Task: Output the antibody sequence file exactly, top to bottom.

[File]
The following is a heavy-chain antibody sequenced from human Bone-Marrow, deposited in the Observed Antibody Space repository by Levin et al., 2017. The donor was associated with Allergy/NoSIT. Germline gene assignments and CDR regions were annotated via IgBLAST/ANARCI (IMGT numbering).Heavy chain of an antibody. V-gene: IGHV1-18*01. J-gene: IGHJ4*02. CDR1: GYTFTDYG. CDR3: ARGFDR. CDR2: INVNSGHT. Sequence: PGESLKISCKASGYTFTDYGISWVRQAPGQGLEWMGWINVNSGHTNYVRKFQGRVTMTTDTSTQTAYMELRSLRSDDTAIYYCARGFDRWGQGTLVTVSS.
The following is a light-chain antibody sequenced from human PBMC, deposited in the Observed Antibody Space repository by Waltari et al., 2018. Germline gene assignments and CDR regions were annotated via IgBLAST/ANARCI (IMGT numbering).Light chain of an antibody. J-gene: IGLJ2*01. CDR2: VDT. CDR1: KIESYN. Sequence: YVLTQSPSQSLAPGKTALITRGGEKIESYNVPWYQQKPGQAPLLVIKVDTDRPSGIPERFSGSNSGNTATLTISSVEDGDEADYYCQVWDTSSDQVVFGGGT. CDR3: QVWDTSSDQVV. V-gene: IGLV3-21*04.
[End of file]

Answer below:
The following is a heavy-chain antibody sequenced from human Bone-Marrow, deposited in the Observed Antibody Space repository by Levin et al., 2017. The donor was associated with Allergy/NoSIT. Germline gene assignments and CDR regions were annotated via IgBLAST/ANARCI (IMGT numbering).Heavy chain of an antibody. V-gene: IGHV1-18*01. J-gene: IGHJ4*02. CDR1: GYTFTDYG. CDR3: ARGFDR. CDR2: INVNSGHT. Sequence: PGESLKISCKASGYTFTDYGISWVRQAPGQGLEWMGWINVNSGHTNYVRKFQGRVTMTTDTSTQTAYMELRSLRSDDTAIYYCARGFDRWGQGTLVTVSS.
The following is a light-chain antibody sequenced from human PBMC, deposited in the Observed Antibody Space repository by Waltari et al., 2018. Germline gene assignments and CDR regions were annotated via IgBLAST/ANARCI (IMGT numbering).Light chain of an antibody. J-gene: IGLJ2*01. CDR2: VDT. CDR1: KIESYN. Sequence: YVLTQSPSQSLAPGKTALITRGGEKIESYNVPWYQQKPGQAPLLVIKVDTDRPSGIPERFSGSNSGNTATLTISSVEDGDEADYYCQVWDTSSDQVVFGGGT. CDR3: QVWDTSSDQVV. V-gene: IGLV3-21*04.